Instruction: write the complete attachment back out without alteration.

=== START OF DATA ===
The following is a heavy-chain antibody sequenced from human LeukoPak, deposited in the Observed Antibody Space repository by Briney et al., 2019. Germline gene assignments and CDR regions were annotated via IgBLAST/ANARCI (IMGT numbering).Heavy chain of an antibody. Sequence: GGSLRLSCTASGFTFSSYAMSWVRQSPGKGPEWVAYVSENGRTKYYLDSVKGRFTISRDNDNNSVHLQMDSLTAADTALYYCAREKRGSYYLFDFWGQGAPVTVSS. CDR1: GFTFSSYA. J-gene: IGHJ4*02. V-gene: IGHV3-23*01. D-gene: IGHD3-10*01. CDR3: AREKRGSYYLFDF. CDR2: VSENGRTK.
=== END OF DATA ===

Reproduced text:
The following is a heavy-chain antibody sequenced from human LeukoPak, deposited in the Observed Antibody Space repository by Briney et al., 2019. Germline gene assignments and CDR regions were annotated via IgBLAST/ANARCI (IMGT numbering).Heavy chain of an antibody. Sequence: GGSLRLSCTASGFTFSSYAMSWVRQSPGKGPEWVAYVSENGRTKYYLDSVKGRFTISRDNDNNSVHLQMDSLTAADTALYYCAREKRGSYYLFDFWGQGAPVTVSS. CDR1: GFTFSSYA. J-gene: IGHJ4*02. V-gene: IGHV3-23*01. D-gene: IGHD3-10*01. CDR3: AREKRGSYYLFDF. CDR2: VSENGRTK.